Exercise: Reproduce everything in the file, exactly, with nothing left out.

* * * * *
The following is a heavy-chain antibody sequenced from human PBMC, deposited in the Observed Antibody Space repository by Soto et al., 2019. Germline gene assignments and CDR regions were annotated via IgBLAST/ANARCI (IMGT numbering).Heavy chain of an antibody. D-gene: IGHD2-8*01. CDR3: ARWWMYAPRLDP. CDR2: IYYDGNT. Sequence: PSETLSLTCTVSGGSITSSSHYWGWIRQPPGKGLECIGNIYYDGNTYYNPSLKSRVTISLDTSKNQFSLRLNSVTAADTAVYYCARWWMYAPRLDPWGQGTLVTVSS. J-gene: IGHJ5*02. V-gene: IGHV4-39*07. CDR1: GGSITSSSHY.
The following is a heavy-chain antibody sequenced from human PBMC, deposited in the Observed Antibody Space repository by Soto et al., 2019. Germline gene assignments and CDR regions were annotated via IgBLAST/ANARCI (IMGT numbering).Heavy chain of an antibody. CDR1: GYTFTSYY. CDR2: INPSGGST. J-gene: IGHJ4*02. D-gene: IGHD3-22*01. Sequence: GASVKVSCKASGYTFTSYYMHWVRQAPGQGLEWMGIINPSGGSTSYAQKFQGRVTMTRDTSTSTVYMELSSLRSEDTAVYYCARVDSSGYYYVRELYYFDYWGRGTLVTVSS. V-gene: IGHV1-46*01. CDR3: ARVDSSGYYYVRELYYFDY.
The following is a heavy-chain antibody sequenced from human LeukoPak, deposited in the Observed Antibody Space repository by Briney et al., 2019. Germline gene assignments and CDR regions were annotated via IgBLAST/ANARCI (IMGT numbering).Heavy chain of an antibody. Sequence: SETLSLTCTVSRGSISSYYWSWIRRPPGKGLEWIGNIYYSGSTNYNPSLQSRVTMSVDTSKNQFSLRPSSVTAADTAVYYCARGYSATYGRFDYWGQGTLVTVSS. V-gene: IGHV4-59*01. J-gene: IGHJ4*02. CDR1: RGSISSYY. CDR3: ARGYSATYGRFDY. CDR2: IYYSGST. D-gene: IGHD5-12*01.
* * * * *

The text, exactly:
The following is a heavy-chain antibody sequenced from human PBMC, deposited in the Observed Antibody Space repository by Soto et al., 2019. Germline gene assignments and CDR regions were annotated via IgBLAST/ANARCI (IMGT numbering).Heavy chain of an antibody. D-gene: IGHD2-8*01. CDR3: ARWWMYAPRLDP. CDR2: IYYDGNT. Sequence: PSETLSLTCTVSGGSITSSSHYWGWIRQPPGKGLECIGNIYYDGNTYYNPSLKSRVTISLDTSKNQFSLRLNSVTAADTAVYYCARWWMYAPRLDPWGQGTLVTVSS. J-gene: IGHJ5*02. V-gene: IGHV4-39*07. CDR1: GGSITSSSHY.
The following is a heavy-chain antibody sequenced from human PBMC, deposited in the Observed Antibody Space repository by Soto et al., 2019. Germline gene assignments and CDR regions were annotated via IgBLAST/ANARCI (IMGT numbering).Heavy chain of an antibody. CDR1: GYTFTSYY. CDR2: INPSGGST. J-gene: IGHJ4*02. D-gene: IGHD3-22*01. Sequence: GASVKVSCKASGYTFTSYYMHWVRQAPGQGLEWMGIINPSGGSTSYAQKFQGRVTMTRDTSTSTVYMELSSLRSEDTAVYYCARVDSSGYYYVRELYYFDYWGRGTLVTVSS. V-gene: IGHV1-46*01. CDR3: ARVDSSGYYYVRELYYFDY.
The following is a heavy-chain antibody sequenced from human LeukoPak, deposited in the Observed Antibody Space repository by Briney et al., 2019. Germline gene assignments and CDR regions were annotated via IgBLAST/ANARCI (IMGT numbering).Heavy chain of an antibody. Sequence: SETLSLTCTVSRGSISSYYWSWIRRPPGKGLEWIGNIYYSGSTNYNPSLQSRVTMSVDTSKNQFSLRPSSVTAADTAVYYCARGYSATYGRFDYWGQGTLVTVSS. V-gene: IGHV4-59*01. J-gene: IGHJ4*02. CDR1: RGSISSYY. CDR3: ARGYSATYGRFDY. CDR2: IYYSGST. D-gene: IGHD5-12*01.